Q-talk 101 - Fly It On
- Category: Q-Talk Articles
- Published: Wednesday, 23 December 2009 16:24
- Written by Dave Richardson
- Hits: 1722
People who share common experiences can sometimes create a special language full of abbreviated terms and references. This language is understandable for all those "in the know". The situation can present a real language barrier for those unfamiliar with the terms.
1 have to admit that the phrase, "fly it on", when referring to the landing of a Q, has been one of those mystery references for me. Just what does "fly it on" mean? The phrase only contains three words and each word only has one syllable. It should be easy, right? As I prepare for the first flight of my Tri-Q2, I have given this phrase a lot of thought. I believe I have finally discovered what they have been talking about. The concept is not extremely complex.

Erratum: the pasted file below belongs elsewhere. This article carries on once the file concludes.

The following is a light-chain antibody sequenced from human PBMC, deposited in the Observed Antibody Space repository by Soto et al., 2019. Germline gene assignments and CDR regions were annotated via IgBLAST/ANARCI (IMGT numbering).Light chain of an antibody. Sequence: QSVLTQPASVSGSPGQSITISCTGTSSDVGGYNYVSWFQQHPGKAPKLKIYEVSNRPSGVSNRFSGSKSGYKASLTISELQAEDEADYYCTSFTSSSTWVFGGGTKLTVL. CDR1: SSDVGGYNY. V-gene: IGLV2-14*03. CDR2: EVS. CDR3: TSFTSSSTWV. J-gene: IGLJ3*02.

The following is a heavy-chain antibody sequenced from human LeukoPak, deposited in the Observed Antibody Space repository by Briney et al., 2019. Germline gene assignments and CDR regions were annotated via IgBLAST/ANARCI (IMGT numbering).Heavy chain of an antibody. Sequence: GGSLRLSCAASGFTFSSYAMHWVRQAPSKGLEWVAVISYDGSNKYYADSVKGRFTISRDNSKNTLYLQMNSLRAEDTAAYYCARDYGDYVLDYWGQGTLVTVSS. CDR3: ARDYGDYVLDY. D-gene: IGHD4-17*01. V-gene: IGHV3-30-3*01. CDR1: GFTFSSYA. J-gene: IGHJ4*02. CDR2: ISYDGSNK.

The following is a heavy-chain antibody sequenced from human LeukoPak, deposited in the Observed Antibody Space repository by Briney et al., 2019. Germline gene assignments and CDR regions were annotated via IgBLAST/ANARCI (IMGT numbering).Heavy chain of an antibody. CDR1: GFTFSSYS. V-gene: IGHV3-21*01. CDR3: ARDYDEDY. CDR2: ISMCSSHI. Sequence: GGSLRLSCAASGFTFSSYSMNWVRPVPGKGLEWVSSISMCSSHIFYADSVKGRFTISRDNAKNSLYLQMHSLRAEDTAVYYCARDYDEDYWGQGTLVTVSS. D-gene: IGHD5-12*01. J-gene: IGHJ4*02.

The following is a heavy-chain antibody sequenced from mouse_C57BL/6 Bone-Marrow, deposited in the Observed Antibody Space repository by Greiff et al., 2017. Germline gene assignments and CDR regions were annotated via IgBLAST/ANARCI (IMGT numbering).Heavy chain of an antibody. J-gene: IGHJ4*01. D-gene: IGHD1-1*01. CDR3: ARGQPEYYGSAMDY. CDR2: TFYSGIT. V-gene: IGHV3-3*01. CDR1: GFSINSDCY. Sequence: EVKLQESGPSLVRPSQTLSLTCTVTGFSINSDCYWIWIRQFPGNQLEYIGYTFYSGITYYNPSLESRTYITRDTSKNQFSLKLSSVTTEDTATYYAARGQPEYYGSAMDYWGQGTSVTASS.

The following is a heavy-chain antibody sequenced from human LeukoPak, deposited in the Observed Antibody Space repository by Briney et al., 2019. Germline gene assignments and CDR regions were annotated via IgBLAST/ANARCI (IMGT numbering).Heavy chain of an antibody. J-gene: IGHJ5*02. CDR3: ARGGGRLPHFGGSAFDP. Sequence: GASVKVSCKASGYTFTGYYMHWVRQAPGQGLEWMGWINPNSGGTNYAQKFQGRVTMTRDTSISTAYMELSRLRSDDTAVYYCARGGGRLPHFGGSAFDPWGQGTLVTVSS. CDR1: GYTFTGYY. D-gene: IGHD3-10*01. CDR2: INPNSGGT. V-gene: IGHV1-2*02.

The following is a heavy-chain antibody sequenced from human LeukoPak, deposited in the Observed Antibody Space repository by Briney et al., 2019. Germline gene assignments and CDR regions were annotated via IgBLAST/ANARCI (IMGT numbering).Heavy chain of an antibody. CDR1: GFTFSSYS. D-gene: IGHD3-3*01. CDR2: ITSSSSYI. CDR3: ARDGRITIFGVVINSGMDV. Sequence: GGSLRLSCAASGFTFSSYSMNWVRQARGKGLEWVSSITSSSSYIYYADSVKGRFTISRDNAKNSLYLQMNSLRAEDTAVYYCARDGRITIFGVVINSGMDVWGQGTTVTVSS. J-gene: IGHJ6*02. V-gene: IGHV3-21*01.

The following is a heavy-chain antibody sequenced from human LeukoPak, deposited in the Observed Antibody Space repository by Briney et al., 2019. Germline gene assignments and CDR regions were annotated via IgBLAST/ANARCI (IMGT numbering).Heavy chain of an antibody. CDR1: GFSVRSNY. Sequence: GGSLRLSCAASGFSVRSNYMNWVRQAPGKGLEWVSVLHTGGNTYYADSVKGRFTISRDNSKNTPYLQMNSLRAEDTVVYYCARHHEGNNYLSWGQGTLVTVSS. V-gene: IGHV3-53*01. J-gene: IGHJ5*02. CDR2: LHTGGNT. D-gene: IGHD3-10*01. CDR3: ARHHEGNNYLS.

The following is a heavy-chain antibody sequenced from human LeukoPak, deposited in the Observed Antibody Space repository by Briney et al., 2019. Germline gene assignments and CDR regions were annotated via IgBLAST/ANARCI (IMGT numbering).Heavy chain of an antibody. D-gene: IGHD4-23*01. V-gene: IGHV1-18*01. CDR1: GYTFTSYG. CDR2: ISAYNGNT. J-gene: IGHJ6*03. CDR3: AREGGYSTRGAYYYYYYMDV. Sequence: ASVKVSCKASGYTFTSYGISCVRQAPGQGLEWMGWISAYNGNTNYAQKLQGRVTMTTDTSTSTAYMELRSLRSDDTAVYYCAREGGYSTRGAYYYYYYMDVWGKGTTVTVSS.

I am going to assume that you have had at least some Cessna experience and have successfully landed them many, many times. Do we share that common experience? In the Cessna "Land-o-Matic" trainers, (150/152/172) equipped with large wing surfaces and flaps, you increase your "over-the-nose" visibility by lowering the flaps, which, in turn, lets you lower the nose without increasing the airspeed as you proceed down the glide path. By the time you have full flaps deployed, you feel like you are wheel bar-rowing through the sky with your tail really high relative to the nose. As you get closer to the ground, you need to transition the plane so the "expensive-if-you-break-them" parts found on the front of the plane, like the propeller, engine and the nose gear, will no longer be the first things to make contact the runway. The wheels of the main gear are targeted as the desired point of contact. Most people call this transition a "flare", one of those abbreviated references.